ioping is probably the easiest tool to investigate and obtain the latency and speed of storage devices. It is inspired by the class ping networking tool and offers a similar output at the shell.
$ sudo apt install ioping
$ ioping /home/joe/somefile $ ioping /home/joe $ sudo ioping /dev/sda1
If a file is specified, make sure the file exists and its filesize is greater or equal to the request size (default is 4KiB). If a device or partition is specified, you might need to provide root privileges.
Here is a sample output on a directory:
$ ioping /home/joe 4 KiB <<< /home/joe (ext4 /dev/mmcblk0p2): request=1 time=512.8 us (warmup) 4 KiB <<< /home/joe (ext4 /dev/mmcblk0p2): request=2 time=2.74 ms 4 KiB <<< /home/joe (ext4 /dev/mmcblk0p2): request=3 time=2.73 ms 4 KiB <<< /home/joe (ext4 /dev/mmcblk0p2): request=4 time=2.74 ms ^C --- /home/joe (ext4 /dev/mmcblk0p2) ioping statistics --- 3 requests completed in 8.22 ms, 12 KiB read, 365 iops, 1.43 MiB/s generated 4 requests in 3.56 s, 16 KiB, 1 iops, 4.49 KiB/s min/avg/max/mdev = 2.73 ms / 2.74 ms / 2.74 ms / 6.21 us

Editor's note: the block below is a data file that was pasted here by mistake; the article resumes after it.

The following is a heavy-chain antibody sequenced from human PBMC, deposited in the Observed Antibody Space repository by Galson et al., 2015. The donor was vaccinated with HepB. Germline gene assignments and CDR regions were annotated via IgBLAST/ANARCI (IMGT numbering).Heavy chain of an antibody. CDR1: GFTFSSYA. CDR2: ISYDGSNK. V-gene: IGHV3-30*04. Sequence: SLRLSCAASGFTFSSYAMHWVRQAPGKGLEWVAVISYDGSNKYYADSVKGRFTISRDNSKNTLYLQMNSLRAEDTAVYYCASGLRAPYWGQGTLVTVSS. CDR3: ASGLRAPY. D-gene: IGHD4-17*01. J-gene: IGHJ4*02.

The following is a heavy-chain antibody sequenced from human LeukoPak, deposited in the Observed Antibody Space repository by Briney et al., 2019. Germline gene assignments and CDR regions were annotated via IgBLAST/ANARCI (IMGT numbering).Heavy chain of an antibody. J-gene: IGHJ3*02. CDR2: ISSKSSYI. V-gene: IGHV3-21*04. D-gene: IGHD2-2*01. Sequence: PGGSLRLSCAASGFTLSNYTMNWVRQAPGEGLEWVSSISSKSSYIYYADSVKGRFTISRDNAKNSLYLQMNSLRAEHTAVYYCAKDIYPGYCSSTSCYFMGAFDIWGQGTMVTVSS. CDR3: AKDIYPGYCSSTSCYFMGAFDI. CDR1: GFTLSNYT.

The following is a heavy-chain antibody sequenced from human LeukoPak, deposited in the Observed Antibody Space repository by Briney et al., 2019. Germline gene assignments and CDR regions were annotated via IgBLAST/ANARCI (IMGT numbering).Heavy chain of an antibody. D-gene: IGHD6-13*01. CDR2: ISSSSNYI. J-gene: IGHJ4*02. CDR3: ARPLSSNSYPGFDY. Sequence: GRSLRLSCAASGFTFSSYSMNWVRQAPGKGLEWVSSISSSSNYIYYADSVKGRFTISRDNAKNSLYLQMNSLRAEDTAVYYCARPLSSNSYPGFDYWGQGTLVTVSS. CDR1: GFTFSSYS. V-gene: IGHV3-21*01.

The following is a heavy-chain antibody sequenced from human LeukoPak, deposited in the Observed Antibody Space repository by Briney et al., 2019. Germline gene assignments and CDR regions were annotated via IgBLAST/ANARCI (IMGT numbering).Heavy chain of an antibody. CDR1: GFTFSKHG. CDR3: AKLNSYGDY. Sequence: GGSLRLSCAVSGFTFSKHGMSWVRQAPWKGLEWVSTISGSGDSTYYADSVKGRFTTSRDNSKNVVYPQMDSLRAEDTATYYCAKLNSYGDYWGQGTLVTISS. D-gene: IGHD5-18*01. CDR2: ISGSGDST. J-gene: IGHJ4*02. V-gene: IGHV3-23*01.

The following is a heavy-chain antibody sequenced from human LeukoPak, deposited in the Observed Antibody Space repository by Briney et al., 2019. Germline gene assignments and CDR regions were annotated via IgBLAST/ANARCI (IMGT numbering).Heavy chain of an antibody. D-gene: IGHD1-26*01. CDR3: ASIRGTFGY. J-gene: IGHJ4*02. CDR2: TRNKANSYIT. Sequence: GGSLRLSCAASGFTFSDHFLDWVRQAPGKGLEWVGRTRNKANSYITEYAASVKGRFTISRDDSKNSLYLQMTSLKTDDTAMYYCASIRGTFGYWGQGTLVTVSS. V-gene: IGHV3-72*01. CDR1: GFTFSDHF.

Note that the tool prints stats for read operations by default. From the above output, we can see the device/partition that is being tested (
/dev/mmcblk0p2) and its filesystem (
ext4). There was 1 warmup request and 3 test requests before the program was stopped using
Ctrl+C. The requests are each of size 4 KiB which can be deduced from the total
12 KiB read in the output. The speed for requests of 4 KiB seems to be 1.43 MiB/s. Finally, the average latency for this device seems to be 2.74 ms.
$ ioping -s 4M /home/joe
$ ioping -W /home/joe
$ ioping -G /home/joe
Tried with: ioping 1.1 and Ubuntu 20.04